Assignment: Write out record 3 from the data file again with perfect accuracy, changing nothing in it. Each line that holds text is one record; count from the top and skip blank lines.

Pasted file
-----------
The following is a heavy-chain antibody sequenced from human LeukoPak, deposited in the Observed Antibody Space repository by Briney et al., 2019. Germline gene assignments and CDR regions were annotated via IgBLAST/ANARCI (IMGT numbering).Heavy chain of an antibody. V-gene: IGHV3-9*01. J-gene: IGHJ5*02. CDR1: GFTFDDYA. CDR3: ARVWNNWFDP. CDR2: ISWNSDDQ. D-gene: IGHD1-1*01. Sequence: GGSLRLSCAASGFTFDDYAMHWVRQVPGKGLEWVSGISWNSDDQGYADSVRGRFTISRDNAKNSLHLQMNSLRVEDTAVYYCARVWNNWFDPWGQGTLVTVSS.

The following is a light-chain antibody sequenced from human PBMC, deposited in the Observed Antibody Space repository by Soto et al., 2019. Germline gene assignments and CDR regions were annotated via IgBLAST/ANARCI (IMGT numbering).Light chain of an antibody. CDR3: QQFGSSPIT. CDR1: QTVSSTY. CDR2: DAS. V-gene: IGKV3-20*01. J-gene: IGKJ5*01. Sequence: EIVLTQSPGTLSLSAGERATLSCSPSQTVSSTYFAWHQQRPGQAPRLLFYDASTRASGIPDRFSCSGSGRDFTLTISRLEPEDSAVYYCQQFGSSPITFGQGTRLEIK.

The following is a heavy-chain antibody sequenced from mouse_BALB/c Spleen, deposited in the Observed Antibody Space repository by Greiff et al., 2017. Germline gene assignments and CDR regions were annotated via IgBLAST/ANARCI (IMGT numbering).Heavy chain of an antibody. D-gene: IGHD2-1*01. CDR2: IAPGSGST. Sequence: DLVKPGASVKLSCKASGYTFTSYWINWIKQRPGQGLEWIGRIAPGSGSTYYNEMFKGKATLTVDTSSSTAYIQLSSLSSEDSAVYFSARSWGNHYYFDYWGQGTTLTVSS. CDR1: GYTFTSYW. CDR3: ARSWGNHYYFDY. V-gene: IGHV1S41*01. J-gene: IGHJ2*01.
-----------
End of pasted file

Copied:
The following is a heavy-chain antibody sequenced from mouse_BALB/c Spleen, deposited in the Observed Antibody Space repository by Greiff et al., 2017. Germline gene assignments and CDR regions were annotated via IgBLAST/ANARCI (IMGT numbering).Heavy chain of an antibody. D-gene: IGHD2-1*01. CDR2: IAPGSGST. Sequence: DLVKPGASVKLSCKASGYTFTSYWINWIKQRPGQGLEWIGRIAPGSGSTYYNEMFKGKATLTVDTSSSTAYIQLSSLSSEDSAVYFSARSWGNHYYFDYWGQGTTLTVSS. CDR1: GYTFTSYW. CDR3: ARSWGNHYYFDY. V-gene: IGHV1S41*01. J-gene: IGHJ2*01.